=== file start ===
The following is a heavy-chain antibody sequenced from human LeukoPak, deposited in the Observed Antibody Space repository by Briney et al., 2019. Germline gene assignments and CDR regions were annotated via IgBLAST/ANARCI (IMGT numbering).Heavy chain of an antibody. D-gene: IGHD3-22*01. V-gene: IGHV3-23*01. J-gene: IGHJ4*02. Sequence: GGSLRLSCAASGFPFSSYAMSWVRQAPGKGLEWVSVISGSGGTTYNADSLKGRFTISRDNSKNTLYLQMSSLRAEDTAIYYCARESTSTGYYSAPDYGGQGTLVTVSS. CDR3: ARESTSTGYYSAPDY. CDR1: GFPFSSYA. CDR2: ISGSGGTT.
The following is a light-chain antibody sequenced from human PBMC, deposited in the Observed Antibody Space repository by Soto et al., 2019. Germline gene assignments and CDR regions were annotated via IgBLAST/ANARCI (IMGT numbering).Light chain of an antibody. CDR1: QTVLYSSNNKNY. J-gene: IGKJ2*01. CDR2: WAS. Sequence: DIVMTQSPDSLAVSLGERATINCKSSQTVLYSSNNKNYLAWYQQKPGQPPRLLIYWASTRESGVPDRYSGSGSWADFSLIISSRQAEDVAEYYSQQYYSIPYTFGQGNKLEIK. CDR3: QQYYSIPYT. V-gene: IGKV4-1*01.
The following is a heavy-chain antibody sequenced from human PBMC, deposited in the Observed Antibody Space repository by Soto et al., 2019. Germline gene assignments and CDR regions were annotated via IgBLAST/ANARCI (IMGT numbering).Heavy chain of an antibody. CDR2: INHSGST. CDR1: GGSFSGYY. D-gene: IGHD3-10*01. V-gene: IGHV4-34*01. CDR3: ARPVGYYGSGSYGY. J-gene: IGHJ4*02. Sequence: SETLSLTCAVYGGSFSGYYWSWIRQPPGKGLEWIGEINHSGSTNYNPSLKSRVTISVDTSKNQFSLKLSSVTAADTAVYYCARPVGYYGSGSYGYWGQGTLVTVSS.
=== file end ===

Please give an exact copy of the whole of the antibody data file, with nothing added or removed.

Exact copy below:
The following is a heavy-chain antibody sequenced from human LeukoPak, deposited in the Observed Antibody Space repository by Briney et al., 2019. Germline gene assignments and CDR regions were annotated via IgBLAST/ANARCI (IMGT numbering).Heavy chain of an antibody. D-gene: IGHD3-22*01. V-gene: IGHV3-23*01. J-gene: IGHJ4*02. Sequence: GGSLRLSCAASGFPFSSYAMSWVRQAPGKGLEWVSVISGSGGTTYNADSLKGRFTISRDNSKNTLYLQMSSLRAEDTAIYYCARESTSTGYYSAPDYGGQGTLVTVSS. CDR3: ARESTSTGYYSAPDY. CDR1: GFPFSSYA. CDR2: ISGSGGTT.
The following is a light-chain antibody sequenced from human PBMC, deposited in the Observed Antibody Space repository by Soto et al., 2019. Germline gene assignments and CDR regions were annotated via IgBLAST/ANARCI (IMGT numbering).Light chain of an antibody. CDR1: QTVLYSSNNKNY. J-gene: IGKJ2*01. CDR2: WAS. Sequence: DIVMTQSPDSLAVSLGERATINCKSSQTVLYSSNNKNYLAWYQQKPGQPPRLLIYWASTRESGVPDRYSGSGSWADFSLIISSRQAEDVAEYYSQQYYSIPYTFGQGNKLEIK. CDR3: QQYYSIPYT. V-gene: IGKV4-1*01.
The following is a heavy-chain antibody sequenced from human PBMC, deposited in the Observed Antibody Space repository by Soto et al., 2019. Germline gene assignments and CDR regions were annotated via IgBLAST/ANARCI (IMGT numbering).Heavy chain of an antibody. CDR2: INHSGST. CDR1: GGSFSGYY. D-gene: IGHD3-10*01. V-gene: IGHV4-34*01. CDR3: ARPVGYYGSGSYGY. J-gene: IGHJ4*02. Sequence: SETLSLTCAVYGGSFSGYYWSWIRQPPGKGLEWIGEINHSGSTNYNPSLKSRVTISVDTSKNQFSLKLSSVTAADTAVYYCARPVGYYGSGSYGYWGQGTLVTVSS.